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    EMI has a big release for iTunes

    The giant label will end copying constraints on most songs, sources say. Exception: the Beatles.


    Customers of Apple Inc.'s iTunes store will soon be able to play downloaded songs by the Rolling Stones, Norah Jones and other top-selling artists free of the copying restrictions once imposed by their label.


    EMI Group, the world's fourth-largest record label, and Apple, the biggest seller of digital music and players, plan to announce a landmark deal today that would remove copying protections from songs, according to two people familiar with the negotiations. The decision is likely to pressure other major recording companies to follow suit.


    The agreement covers nearly all of EMI's catalog, which also includes the likes of Coldplay, Gorillaz and Janet Jackson.

    There's at least one notable exception: the Beatles. The surviving band members and their estates have yet to permit online sales of their songs.


    London-based EMI became the first of the four major record labels to heed Apple Chief Executive Steve Jobs' call to sell songs free of the software designed to protect music against theft. Jobs has maintained that copying protections are ineffective in stemming piracy and only create hassles for consumers.


    "EMI, which has historically been one of the more experimentation-friendly major labels, realized that that's the future," said Aram Sinnreich, a senior analyst with Radar Research.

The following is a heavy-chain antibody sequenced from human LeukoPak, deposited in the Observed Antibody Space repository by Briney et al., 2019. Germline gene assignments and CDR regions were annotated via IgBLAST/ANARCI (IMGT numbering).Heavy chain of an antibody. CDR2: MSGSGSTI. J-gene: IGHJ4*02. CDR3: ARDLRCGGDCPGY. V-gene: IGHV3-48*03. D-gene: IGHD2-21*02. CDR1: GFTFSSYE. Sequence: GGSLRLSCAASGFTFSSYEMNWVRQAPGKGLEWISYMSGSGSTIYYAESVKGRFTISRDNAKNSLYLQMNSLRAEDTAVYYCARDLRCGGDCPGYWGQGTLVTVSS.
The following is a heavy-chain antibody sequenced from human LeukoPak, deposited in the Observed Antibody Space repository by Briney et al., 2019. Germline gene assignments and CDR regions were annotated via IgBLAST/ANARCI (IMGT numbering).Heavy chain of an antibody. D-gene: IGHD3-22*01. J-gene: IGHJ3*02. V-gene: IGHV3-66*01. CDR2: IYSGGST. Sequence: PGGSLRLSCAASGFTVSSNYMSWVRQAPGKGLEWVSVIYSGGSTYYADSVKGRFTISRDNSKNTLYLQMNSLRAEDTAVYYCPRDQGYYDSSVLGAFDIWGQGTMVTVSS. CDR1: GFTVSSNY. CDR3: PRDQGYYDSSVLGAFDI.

EMI and Apple declined to comment.


    Consumers have long chafed at the restrictions placed on music purchased through iTunes and other online music stores. Record labels have insisted on attaching software "locks" to prevent unauthorized copying.


    But the software Apple uses to achieve this is proprietary, and songs bought through the online store won't work with competing services or devices. That practice of linking iTunes with the iPod has drawn the scrutiny of European regulators, who say it limits buyer choice.


    Some technologists and consumer advocates have argued that lifting the restrictions would give a boost to online music, which now generates about 15% of U.S. music sales.


    Jobs acknowledged consumers' frustration in "Thoughts on Music," a manifesto he published on Apple's website in February. He noted that the music companies insist on anti-piracy measures for the songs sold online even though the vast majority of the music they sell is on CDs, which lack any copy protection.


    "If such requirements were removed, the music industry might experience an influx of new companies willing to invest in innovative new stores and players," Jobs wrote. "This can only be seen as a positive by the music companies."


    Jobs said anti-piracy protections restricted customers' ability to do what they want with the music they bought but didn't stop determined pirates from illegally swapping songs.